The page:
Research animals in the wild or in captivity.
The ocean is big. Really, really big! In fact, it takes up over 70 percent of the Earth. Yet, it is full to the brim with billions of the smallest organisms, so small that you can’t see them with the naked eye.This is your realm if you’re a Marine Microbiologist. The microorganisms you study are the building blocks that make a bucket of water the most brilliant and unique ecosystem on Earth.
While the labs back on shore always need help from you, the Marine Microbiologist, in organizing samples and labeling slides, it’d be better if you had enough sea legs to take to a boat and get a firsthand look at the diverse microbes of the ocean. The little critters that you’re interested in are the bacteria, algae, and protozoa that thrive in salt water. There’s no end to what Marine Microbiologists can learn from examining how they reproduce, evolve, and interact with their ecosystem.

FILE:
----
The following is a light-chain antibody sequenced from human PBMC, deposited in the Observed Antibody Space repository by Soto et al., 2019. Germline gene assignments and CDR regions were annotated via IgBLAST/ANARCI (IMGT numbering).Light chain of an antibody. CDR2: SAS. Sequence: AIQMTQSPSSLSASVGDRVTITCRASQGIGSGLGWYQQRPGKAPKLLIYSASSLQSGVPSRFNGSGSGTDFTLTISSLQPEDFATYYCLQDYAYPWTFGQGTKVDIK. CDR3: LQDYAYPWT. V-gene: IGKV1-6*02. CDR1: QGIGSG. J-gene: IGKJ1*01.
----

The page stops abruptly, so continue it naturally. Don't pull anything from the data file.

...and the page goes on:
Environmental control companies might send you out to monitor microbes in the water near an oil spill, or a polluted bay to analyze the state of health of a body of water. The government might have you study the coastal algae to see if it explains a mass fish death. Like a regular Sherlock Holmes, you could deduce the state of an entire ecosystem through the clues its microbes offer, even if you might need something a bit more powerful than a magnifying glass to do it.
You’re allowed to get your hands on all sorts of fun technology. You handle strong light microscopes and, occasionally, the mighty electron microscope, all hooked up to a powerful computer system. Your tricked-out lab is enough to get any biology fan drooling. From boat trips to remote oceanic locations, to the top-of-the-line equipment in your hands, this isn’t anything like your old high school biology class.